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Title: Ethnic crisis in Sri Lanka: Implications for India's security
Authors: Kothari, Rajkumar
Manna, Siddhartha Sankar
Keywords: Sri Lanka
Sri Lanka - Ethnic crisis
Sri Lanka - Ethnic crisis - Implications
Sri Lanka - Ethnic crisis - India's security
Issue Date: 18-Dec-2020
Publisher: Vidyasagar University, Midnapore, West Bengal, India,
Abstract: Sri Lanka gained independence from colonial baggage in the year 1948. Thereafter it started moving towards development, but soon it became entangled with the gruesome ethnic conflict between the two main ethnic groups namely, the Sinhalese and the Tamils. The conflict continued for about three decades that disturbed peace and tranquility of the island nation. Intra-state armed conflict – a conflict between the government and non-governmental party without interference from any third country - added a new dimension to the ethnic problems in Sri Lanka. The ethnic plurality of Sri Lanka could have been an asset had the various ethnic groups been evenly distributed throughout the country. Sinhala are the minority in eight out of twenty-four districts. Sri Lankan Tamils on the other hand are in absolute majority in five out of these eight districts. The Tamils which were mainly concentrated in the northern and eastern part of the country regarded it their traditional homeland. Sri Lanka with the exception of Sri Lankan Tamils is largely an integrated society. However, the status of Indian Tamils even prior to independence had been a matter of controversy between the colonial rulers of India and Sri Lanka. From the very beginning Sri Lanka was unwilling to accept the Indian Tamils as its citizens on the ground of not having permanent roots in the country. This factor made the Indian Tamils settled in Sri Lanka as stateless entity. In other words, Sri Lankan Tamils faced a problem of statelessness. It was widely anticipated and expected that over a period of time through the process of national integration this intricate ethnic problem will be mitigated, if not resolved totally. However, contrary to our expectations, the ethnic problems in Sri Lanka became more and more complicated that resulted in large scale violence across the country for decades together. The government of India had to officially intervene into the matter specifically for two reasons: (i) Identity of the Indian Tamils settled in Sri Lanka in the post-colonial period was at state due to the faulty political leadership and state policies; (ii) The government of India became conscious about security implications in view of the on-going agitation and movement on the part of the Tamils that continued for about three decades. It important to state that the Sri Lankan long-standing ethnic conflict with all its characteristics constitute an ideal case for the analyses of relationship between the ethnic conflict and national security dilemmas between India and Sri Lanka. It is clear that the Tamil separatist struggle on an ethno-regional basis in Sri Lanka in its violent and protracted nature has been vital to the security and stability of the state. The ethnic conflict has grown to be a serious threat to the internal and external security as well as policy capacity of the state. Even though the ethnic conflict of Sri Lanka has become one of the most internationalized ethnic conflicts in the world, the constraints and incentives role played by regional and international actors were not able to secure sustainable peace and security environment in Sri Lanka. Further, the military victory of the Government of Sri Lanka over the LTTE is not a long-term solution for the national security dilemmas of the Sri Lankan state. Therefore, the Sri Lankan state should have tried to find some common ground between the federal pattern and the existing Provincial Council pattern or for a unitary state system with certain federal features. At the same time, it should work towards complete national unity and integration with the aggregation of national needs, values and interests in the society and a completion of its nation building project to protect the national security interests of the Sri Lankan state.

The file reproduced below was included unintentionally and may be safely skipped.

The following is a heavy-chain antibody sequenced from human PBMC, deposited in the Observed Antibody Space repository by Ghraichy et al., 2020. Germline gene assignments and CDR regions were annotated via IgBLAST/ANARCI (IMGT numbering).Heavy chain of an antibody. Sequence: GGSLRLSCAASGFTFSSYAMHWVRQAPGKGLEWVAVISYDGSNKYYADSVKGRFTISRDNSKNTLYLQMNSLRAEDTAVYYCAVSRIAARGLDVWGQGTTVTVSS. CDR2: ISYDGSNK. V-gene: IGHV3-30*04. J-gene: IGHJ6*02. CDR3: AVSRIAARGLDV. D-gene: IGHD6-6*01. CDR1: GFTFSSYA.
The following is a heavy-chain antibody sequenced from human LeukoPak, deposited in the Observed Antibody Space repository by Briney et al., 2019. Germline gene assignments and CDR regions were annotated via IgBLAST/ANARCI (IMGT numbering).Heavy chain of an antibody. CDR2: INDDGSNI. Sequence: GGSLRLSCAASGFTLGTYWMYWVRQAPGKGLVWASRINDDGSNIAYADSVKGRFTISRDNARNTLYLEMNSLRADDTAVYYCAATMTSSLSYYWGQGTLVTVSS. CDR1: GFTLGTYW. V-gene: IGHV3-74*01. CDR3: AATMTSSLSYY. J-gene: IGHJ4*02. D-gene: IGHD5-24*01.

Appears in Collections:Political Science with Rural Administration - Ph.D

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02_certificate.pdf58.19 kBAdobe PDFView/Open
04_abstract.pdf103.31 kBAdobe PDFView/Open
05_declaration.pdf98.23 kBAdobe PDFView/Open
06_acknowledgement.pdf89.52 kBAdobe PDFView/Open
07_contents.pdf58.05 kBAdobe PDFView/Open
08_list of tables.pdf8.93 kBAdobe PDFView/Open
09_list of maps.pdf9.05 kBAdobe PDFView/Open
10_abbreviations.pdf54.58 kBAdobe PDFView/Open
11_chapter-I.pdf245.75 kBAdobe PDFView/Open
12_chapter-II.pdf424.08 kBAdobe PDFView/Open
13_chapter-III.pdf457.73 kBAdobe PDFView/Open
14_chapter-IV.pdf756.19 kBAdobe PDFView/Open
15_chapter-V.pdf994.12 kBAdobe PDFView/Open
16_chapter-VI conclusion.pdf110.66 kBAdobe PDFView/Open
17_summary.pdf407.52 kBAdobe PDFView/Open
18_bibliography.pdf229.5 kBAdobe PDFView/Open
19_appendices.pdf5.37 MBAdobe PDFView/Open

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